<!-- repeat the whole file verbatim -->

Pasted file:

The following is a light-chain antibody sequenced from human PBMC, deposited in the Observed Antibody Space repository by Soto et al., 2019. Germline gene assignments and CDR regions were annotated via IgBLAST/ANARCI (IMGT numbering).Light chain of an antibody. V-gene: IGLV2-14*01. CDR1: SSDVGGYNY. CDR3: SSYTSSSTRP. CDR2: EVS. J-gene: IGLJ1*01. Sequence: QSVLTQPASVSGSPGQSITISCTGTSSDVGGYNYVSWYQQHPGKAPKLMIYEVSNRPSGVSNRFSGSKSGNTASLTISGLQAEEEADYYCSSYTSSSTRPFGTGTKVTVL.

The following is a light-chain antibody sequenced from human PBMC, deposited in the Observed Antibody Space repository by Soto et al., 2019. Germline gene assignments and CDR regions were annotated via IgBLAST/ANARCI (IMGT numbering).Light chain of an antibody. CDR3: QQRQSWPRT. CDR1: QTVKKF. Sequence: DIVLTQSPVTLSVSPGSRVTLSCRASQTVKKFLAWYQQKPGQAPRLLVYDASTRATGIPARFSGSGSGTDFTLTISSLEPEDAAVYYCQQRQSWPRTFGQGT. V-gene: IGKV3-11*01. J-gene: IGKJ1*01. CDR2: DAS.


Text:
The following is a light-chain antibody sequenced from human PBMC, deposited in the Observed Antibody Space repository by Soto et al., 2019. Germline gene assignments and CDR regions were annotated via IgBLAST/ANARCI (IMGT numbering).Light chain of an antibody. V-gene: IGLV2-14*01. CDR1: SSDVGGYNY. CDR3: SSYTSSSTRP. CDR2: EVS. J-gene: IGLJ1*01. Sequence: QSVLTQPASVSGSPGQSITISCTGTSSDVGGYNYVSWYQQHPGKAPKLMIYEVSNRPSGVSNRFSGSKSGNTASLTISGLQAEEEADYYCSSYTSSSTRPFGTGTKVTVL.

The following is a light-chain antibody sequenced from human PBMC, deposited in the Observed Antibody Space repository by Soto et al., 2019. Germline gene assignments and CDR regions were annotated via IgBLAST/ANARCI (IMGT numbering).Light chain of an antibody. CDR3: QQRQSWPRT. CDR1: QTVKKF. Sequence: DIVLTQSPVTLSVSPGSRVTLSCRASQTVKKFLAWYQQKPGQAPRLLVYDASTRATGIPARFSGSGSGTDFTLTISSLEPEDAAVYYCQQRQSWPRTFGQGT. V-gene: IGKV3-11*01. J-gene: IGKJ1*01. CDR2: DAS.